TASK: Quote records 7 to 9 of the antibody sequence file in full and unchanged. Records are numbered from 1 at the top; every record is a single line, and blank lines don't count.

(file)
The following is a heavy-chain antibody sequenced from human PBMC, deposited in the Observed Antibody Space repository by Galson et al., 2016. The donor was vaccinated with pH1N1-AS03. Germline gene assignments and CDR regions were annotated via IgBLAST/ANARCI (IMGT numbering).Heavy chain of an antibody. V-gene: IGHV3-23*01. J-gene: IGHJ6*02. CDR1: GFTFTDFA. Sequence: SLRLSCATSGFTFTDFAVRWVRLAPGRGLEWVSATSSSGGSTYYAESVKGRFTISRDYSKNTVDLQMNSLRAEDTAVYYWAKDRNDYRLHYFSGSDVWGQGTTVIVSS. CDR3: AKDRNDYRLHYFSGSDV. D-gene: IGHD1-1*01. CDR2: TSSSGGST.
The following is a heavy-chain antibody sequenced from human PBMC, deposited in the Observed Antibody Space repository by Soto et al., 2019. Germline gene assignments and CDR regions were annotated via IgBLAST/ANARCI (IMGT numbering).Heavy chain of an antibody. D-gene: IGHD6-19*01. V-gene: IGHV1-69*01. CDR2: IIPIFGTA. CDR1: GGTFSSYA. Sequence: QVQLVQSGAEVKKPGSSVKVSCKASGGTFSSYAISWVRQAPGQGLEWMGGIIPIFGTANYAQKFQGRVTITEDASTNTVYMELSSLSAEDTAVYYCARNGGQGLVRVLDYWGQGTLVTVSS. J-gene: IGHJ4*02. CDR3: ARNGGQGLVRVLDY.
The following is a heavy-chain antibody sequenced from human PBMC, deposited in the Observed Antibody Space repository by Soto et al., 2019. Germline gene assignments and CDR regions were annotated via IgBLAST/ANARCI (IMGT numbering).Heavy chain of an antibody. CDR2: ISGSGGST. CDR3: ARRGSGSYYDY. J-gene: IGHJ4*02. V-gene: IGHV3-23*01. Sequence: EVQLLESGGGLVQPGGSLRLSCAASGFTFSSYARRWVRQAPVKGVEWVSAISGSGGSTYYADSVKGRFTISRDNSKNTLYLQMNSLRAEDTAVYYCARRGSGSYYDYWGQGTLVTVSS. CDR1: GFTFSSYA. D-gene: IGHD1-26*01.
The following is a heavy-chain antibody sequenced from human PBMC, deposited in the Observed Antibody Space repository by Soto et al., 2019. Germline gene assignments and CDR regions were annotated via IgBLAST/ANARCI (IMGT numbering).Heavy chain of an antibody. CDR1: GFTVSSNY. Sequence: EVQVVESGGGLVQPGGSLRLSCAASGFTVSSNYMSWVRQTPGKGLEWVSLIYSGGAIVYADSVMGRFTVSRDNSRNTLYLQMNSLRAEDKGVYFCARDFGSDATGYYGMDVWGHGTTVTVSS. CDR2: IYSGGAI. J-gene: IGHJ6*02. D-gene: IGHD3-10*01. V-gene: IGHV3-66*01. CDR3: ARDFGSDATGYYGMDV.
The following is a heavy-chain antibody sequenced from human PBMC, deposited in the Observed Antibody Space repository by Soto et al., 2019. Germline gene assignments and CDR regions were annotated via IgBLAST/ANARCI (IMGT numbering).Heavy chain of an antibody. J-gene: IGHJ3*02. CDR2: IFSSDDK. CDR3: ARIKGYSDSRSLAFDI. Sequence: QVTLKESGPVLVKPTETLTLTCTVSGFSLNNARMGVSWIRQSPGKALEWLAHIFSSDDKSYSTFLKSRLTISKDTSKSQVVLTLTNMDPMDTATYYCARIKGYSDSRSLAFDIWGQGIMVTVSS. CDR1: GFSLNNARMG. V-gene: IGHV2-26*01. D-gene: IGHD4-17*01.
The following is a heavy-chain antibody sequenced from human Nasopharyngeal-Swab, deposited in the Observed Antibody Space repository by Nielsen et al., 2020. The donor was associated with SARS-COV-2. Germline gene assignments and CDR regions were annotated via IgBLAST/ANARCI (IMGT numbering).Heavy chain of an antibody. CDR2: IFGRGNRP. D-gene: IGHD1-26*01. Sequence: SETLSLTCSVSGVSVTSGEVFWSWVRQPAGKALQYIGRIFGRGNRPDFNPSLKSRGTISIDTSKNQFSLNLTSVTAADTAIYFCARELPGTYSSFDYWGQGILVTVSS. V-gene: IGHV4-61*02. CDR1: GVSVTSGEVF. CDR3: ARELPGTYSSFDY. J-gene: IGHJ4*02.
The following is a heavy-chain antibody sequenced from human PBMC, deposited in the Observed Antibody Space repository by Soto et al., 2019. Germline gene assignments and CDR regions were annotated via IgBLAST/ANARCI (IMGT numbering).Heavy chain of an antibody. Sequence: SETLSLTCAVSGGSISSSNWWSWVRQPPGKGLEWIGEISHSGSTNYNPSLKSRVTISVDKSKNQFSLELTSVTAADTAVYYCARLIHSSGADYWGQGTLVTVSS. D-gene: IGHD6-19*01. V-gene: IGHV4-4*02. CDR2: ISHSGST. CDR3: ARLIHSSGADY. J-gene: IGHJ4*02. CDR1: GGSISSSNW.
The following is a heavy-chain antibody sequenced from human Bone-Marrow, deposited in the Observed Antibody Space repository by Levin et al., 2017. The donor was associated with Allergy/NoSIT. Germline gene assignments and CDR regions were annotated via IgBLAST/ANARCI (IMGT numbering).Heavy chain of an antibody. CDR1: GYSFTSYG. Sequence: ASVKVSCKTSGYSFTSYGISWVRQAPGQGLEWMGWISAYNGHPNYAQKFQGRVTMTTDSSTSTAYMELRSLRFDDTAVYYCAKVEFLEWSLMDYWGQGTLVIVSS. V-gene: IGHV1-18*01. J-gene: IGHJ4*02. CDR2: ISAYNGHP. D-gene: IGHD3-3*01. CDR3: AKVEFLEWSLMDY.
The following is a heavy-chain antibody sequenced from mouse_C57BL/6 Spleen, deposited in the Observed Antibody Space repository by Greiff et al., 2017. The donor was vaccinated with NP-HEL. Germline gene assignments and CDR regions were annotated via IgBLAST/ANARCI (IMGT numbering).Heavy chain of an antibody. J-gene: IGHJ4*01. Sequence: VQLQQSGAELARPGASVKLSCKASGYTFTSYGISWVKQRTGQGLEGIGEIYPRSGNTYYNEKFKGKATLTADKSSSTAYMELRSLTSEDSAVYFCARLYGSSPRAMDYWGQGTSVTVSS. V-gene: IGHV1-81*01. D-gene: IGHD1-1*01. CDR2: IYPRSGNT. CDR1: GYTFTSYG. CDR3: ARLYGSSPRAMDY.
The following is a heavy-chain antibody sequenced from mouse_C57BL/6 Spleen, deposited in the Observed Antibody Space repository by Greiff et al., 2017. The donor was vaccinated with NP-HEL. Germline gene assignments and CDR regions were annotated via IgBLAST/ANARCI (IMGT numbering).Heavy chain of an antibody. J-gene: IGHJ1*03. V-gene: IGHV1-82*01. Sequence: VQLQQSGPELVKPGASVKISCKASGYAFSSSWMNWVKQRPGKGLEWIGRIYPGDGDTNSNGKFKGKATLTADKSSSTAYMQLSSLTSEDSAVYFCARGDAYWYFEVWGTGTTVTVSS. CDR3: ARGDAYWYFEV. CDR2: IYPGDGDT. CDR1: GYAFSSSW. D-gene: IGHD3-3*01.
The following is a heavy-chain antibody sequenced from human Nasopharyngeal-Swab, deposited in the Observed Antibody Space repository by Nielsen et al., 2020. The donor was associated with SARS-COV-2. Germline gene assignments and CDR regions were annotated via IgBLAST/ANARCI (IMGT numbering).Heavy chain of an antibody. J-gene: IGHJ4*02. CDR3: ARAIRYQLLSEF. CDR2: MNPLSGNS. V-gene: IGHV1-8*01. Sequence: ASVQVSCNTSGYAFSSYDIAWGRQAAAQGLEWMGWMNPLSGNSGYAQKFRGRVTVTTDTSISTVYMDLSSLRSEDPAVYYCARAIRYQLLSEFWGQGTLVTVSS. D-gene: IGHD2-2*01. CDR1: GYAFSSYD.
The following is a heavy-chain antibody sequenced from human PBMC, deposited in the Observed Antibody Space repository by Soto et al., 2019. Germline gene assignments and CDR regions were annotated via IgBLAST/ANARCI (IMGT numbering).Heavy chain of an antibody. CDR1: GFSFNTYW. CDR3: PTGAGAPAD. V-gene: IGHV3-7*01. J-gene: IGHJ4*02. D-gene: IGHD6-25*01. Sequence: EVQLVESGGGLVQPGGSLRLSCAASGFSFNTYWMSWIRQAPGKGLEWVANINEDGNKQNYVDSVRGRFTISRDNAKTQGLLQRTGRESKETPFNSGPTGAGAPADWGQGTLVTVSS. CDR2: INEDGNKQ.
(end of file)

The following is a heavy-chain antibody sequenced from human PBMC, deposited in the Observed Antibody Space repository by Soto et al., 2019. Germline gene assignments and CDR regions were annotated via IgBLAST/ANARCI (IMGT numbering).Heavy chain of an antibody. Sequence: SETLSLTCAVSGGSISSSNWWSWVRQPPGKGLEWIGEISHSGSTNYNPSLKSRVTISVDKSKNQFSLELTSVTAADTAVYYCARLIHSSGADYWGQGTLVTVSS. D-gene: IGHD6-19*01. V-gene: IGHV4-4*02. CDR2: ISHSGST. CDR3: ARLIHSSGADY. J-gene: IGHJ4*02. CDR1: GGSISSSNW.
The following is a heavy-chain antibody sequenced from human Bone-Marrow, deposited in the Observed Antibody Space repository by Levin et al., 2017. The donor was associated with Allergy/NoSIT. Germline gene assignments and CDR regions were annotated via IgBLAST/ANARCI (IMGT numbering).Heavy chain of an antibody. CDR1: GYSFTSYG. Sequence: ASVKVSCKTSGYSFTSYGISWVRQAPGQGLEWMGWISAYNGHPNYAQKFQGRVTMTTDSSTSTAYMELRSLRFDDTAVYYCAKVEFLEWSLMDYWGQGTLVIVSS. V-gene: IGHV1-18*01. J-gene: IGHJ4*02. CDR2: ISAYNGHP. D-gene: IGHD3-3*01. CDR3: AKVEFLEWSLMDY.
The following is a heavy-chain antibody sequenced from mouse_C57BL/6 Spleen, deposited in the Observed Antibody Space repository by Greiff et al., 2017. The donor was vaccinated with NP-HEL. Germline gene assignments and CDR regions were annotated via IgBLAST/ANARCI (IMGT numbering).Heavy chain of an antibody. J-gene: IGHJ4*01. Sequence: VQLQQSGAELARPGASVKLSCKASGYTFTSYGISWVKQRTGQGLEGIGEIYPRSGNTYYNEKFKGKATLTADKSSSTAYMELRSLTSEDSAVYFCARLYGSSPRAMDYWGQGTSVTVSS. V-gene: IGHV1-81*01. D-gene: IGHD1-1*01. CDR2: IYPRSGNT. CDR1: GYTFTSYG. CDR3: ARLYGSSPRAMDY.